Hypertrophy of plant organs is the result of an increase in the size of their cells. The hypertrophy may be the effect of increased synthesis of the substances of the cell membrane or cytoplasm, deposits of reserve compounds, or the development of polynucleosis or polyploidy. The causes of hypertrophy include disruption of the synthesis and metabolism of phenol compounds, amino acids, proteins, carbohydrates, and fats, as well as deficiency of trace elements. The condition may also be caused by viruses, bacteria, fungi, invertebrates, and plant parasites. It may accompany many mutations, grafts, and the effects on the plant of ionizing radiation or ultrasound. Hypertrophy is usually interconnected with hyperplasia and disruptions of tissue differentiation in the organs. In many instances (for example, when there is development of tumors or galls) hypertrophy follows cell division; after mechanical injury and physical or chemical effects, however, it is often primary. Hypertrophy is observed in higher as well as in lower plants.


The Great Soviet Encyclopedia, 3rd Edition (1970-1979). © 2010 The Gale Group, Inc. All rights reserved.


Increase in cell size causing an increase in the size of an organ or tissue.
McGraw-Hill Dictionary of Scientific & Technical Terms, 6E, Copyright © 2003 by The McGraw-Hill Companies, Inc.


enlargement of an organ or part resulting from an increase in the size of the cells
Collins Discovery Encyclopedia, 1st edition © HarperCollins Publishers 2005
References in periodicals archive ?
Children with nasal obstruction due to adenoid hypertrophy can show some degree of hypoxemia.
(18) appreciate food in children with adenoid hypertrophy pre and post-adenoidectomy Landis et al.
Conclusion: Adenoid hypertrophy is prevalent in adults and is an important cause of nasal obstruction.
(1) studied biofilm formation in patients with adenoid hypertrophy, with and without COME, and introduced adenoid tissue as a cause of chronic infection and reported higher grades of biofilm formation in the group of patients with COME compared with those without COME.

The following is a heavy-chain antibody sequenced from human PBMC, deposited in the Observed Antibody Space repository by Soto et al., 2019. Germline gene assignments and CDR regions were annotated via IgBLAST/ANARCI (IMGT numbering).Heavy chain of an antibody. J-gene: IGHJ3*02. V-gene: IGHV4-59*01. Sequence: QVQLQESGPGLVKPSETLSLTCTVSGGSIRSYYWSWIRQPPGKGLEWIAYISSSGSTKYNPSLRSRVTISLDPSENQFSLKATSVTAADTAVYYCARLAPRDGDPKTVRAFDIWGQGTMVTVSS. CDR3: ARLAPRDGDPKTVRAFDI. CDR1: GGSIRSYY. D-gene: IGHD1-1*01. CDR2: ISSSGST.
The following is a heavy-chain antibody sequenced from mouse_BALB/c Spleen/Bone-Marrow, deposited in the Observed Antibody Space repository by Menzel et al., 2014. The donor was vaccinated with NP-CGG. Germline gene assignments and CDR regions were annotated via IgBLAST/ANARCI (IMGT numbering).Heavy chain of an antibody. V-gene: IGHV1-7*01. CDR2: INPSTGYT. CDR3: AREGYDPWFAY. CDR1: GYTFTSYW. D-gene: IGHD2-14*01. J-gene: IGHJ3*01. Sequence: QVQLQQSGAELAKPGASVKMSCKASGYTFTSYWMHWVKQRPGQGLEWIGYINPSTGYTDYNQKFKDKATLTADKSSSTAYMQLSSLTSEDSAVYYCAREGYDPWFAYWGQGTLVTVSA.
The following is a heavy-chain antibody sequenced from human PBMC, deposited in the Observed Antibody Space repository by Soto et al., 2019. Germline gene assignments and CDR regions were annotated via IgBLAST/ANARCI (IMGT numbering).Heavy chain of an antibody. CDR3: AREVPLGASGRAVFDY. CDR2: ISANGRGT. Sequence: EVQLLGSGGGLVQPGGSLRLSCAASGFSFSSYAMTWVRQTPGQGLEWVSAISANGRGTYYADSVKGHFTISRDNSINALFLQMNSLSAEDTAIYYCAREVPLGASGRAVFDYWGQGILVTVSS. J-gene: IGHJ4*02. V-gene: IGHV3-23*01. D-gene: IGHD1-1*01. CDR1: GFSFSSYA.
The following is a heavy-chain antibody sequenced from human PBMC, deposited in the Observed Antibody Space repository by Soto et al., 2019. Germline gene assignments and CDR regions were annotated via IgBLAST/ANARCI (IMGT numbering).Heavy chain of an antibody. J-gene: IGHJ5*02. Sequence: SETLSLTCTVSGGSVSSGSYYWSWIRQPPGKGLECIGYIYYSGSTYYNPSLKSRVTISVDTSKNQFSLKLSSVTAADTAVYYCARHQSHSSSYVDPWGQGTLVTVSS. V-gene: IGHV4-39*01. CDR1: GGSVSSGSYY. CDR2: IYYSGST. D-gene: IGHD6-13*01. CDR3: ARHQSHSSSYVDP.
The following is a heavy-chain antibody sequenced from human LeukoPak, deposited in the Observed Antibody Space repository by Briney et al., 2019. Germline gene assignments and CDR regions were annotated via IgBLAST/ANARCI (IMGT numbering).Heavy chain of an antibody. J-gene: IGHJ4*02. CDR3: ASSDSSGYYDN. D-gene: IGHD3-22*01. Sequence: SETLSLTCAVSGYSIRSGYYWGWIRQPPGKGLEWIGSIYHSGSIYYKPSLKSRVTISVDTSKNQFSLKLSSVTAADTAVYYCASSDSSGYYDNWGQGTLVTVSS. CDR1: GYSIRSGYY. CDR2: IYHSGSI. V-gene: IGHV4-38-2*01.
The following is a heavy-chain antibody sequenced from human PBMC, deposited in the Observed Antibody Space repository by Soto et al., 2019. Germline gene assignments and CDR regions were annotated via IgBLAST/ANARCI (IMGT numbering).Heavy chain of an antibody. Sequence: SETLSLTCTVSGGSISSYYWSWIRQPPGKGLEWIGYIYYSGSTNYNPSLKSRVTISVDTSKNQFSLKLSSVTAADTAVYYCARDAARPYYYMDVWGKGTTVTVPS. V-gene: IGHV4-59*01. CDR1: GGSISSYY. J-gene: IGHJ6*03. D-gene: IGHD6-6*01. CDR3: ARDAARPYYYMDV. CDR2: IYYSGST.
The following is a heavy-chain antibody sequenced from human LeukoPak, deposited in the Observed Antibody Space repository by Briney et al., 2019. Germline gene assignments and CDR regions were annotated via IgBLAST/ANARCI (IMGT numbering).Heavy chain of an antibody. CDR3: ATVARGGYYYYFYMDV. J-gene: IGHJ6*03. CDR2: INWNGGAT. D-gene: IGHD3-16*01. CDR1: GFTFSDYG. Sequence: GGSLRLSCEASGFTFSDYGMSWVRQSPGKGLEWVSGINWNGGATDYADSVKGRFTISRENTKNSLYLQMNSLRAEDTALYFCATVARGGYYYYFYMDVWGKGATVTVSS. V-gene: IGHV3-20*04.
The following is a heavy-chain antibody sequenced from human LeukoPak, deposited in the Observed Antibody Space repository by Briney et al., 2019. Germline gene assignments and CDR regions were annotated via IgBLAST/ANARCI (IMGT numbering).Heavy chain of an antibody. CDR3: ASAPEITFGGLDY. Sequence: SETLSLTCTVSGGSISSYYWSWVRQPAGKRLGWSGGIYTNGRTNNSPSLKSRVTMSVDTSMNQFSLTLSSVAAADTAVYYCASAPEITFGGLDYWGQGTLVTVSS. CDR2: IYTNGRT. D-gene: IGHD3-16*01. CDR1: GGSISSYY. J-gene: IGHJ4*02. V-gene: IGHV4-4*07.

Caption: Figure 2: Adenoid hypertrophy grading system used at West Virginia University for Drug Induced Sleep Endoscopy.
Nasoendoscopy revealed large adenoid blocking the Eustachian tubes and nasal passage and abutting the vomer, which was characterized as Grade 3 adenoid hypertrophy. Otoscopy showed fluid accumulating in the bilateral middle ears and accompanied by conductive hearing loss with an airbone gap (ABG) of 25 dB in the left ear and 30 dB in the right ear.
Medical treatment of adenoid hypertrophy with "fluticasone propionate nasal drops".
[sup][2] pCRS, but not adults, is closely associated with adenoid hypertrophy (AH), which is another common pediatric disease.
Based on 41 available lateral nasopharyngeal x-rays, complete resolution of CR symptoms was reported for 20 of 26 (77%) patients and partial resolution in 4 of 26 (15%) patients with adenoid hypertrophy (ANr >0.8), for an overall rate of improvement of 92%.
At endoscopic examination, 38% presented purulent MM secretion, 18% had obstructive adenoid hypertrophy and 12% had nasal polyps.
Nasal endoscopy was impossible on the left side and was normal on the right side with minimal nasopharyngeal adenoid hypertrophy. A computed tomography (CT) was performed and a left sided mass in the inferior meatus which has demonstrated central calcification was reported (Figure 1).
Tonsillar and adenoid hypertrophy is the most common cause of SDB in children.